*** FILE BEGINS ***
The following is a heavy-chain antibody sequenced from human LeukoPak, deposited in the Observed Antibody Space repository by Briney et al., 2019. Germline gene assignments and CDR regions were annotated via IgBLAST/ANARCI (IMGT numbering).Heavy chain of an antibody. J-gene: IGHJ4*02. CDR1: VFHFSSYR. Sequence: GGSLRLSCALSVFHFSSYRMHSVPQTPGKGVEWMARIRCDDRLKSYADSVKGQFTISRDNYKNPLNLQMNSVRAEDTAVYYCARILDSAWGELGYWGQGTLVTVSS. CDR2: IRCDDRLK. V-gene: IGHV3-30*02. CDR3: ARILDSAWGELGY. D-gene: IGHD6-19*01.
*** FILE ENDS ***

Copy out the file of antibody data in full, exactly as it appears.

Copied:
The following is a heavy-chain antibody sequenced from human LeukoPak, deposited in the Observed Antibody Space repository by Briney et al., 2019. Germline gene assignments and CDR regions were annotated via IgBLAST/ANARCI (IMGT numbering).Heavy chain of an antibody. J-gene: IGHJ4*02. CDR1: VFHFSSYR. Sequence: GGSLRLSCALSVFHFSSYRMHSVPQTPGKGVEWMARIRCDDRLKSYADSVKGQFTISRDNYKNPLNLQMNSVRAEDTAVYYCARILDSAWGELGYWGQGTLVTVSS. CDR2: IRCDDRLK. V-gene: IGHV3-30*02. CDR3: ARILDSAWGELGY. D-gene: IGHD6-19*01.